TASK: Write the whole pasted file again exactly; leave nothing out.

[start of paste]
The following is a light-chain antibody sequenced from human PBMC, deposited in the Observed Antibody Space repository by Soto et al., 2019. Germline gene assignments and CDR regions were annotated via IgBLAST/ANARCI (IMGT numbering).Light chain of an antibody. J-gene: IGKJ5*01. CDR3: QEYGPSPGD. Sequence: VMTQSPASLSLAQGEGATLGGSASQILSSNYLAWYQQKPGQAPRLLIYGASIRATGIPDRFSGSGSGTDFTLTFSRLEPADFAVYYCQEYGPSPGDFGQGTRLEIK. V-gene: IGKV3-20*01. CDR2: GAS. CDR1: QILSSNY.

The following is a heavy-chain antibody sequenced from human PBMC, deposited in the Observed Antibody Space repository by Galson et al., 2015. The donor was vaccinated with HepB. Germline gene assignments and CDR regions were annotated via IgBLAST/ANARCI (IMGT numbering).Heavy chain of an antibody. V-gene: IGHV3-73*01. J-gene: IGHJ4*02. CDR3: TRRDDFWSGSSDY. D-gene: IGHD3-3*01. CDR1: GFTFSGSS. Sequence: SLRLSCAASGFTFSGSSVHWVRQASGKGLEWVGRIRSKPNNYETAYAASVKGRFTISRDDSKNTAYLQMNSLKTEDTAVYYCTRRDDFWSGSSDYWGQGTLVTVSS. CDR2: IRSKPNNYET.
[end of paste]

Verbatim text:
The following is a light-chain antibody sequenced from human PBMC, deposited in the Observed Antibody Space repository by Soto et al., 2019. Germline gene assignments and CDR regions were annotated via IgBLAST/ANARCI (IMGT numbering).Light chain of an antibody. J-gene: IGKJ5*01. CDR3: QEYGPSPGD. Sequence: VMTQSPASLSLAQGEGATLGGSASQILSSNYLAWYQQKPGQAPRLLIYGASIRATGIPDRFSGSGSGTDFTLTFSRLEPADFAVYYCQEYGPSPGDFGQGTRLEIK. V-gene: IGKV3-20*01. CDR2: GAS. CDR1: QILSSNY.

The following is a heavy-chain antibody sequenced from human PBMC, deposited in the Observed Antibody Space repository by Galson et al., 2015. The donor was vaccinated with HepB. Germline gene assignments and CDR regions were annotated via IgBLAST/ANARCI (IMGT numbering).Heavy chain of an antibody. V-gene: IGHV3-73*01. J-gene: IGHJ4*02. CDR3: TRRDDFWSGSSDY. D-gene: IGHD3-3*01. CDR1: GFTFSGSS. Sequence: SLRLSCAASGFTFSGSSVHWVRQASGKGLEWVGRIRSKPNNYETAYAASVKGRFTISRDDSKNTAYLQMNSLKTEDTAVYYCTRRDDFWSGSSDYWGQGTLVTVSS. CDR2: IRSKPNNYET.